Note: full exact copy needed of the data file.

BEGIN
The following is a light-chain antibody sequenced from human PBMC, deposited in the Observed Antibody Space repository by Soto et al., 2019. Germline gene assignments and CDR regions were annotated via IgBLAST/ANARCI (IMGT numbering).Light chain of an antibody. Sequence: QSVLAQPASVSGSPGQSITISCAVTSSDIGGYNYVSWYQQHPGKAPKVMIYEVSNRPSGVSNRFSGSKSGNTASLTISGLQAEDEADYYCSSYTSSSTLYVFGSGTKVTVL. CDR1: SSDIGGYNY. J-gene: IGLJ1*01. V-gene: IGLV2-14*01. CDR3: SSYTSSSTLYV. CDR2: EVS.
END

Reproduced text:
The following is a light-chain antibody sequenced from human PBMC, deposited in the Observed Antibody Space repository by Soto et al., 2019. Germline gene assignments and CDR regions were annotated via IgBLAST/ANARCI (IMGT numbering).Light chain of an antibody. Sequence: QSVLAQPASVSGSPGQSITISCAVTSSDIGGYNYVSWYQQHPGKAPKVMIYEVSNRPSGVSNRFSGSKSGNTASLTISGLQAEDEADYYCSSYTSSSTLYVFGSGTKVTVL. CDR1: SSDIGGYNY. J-gene: IGLJ1*01. V-gene: IGLV2-14*01. CDR3: SSYTSSSTLYV. CDR2: EVS.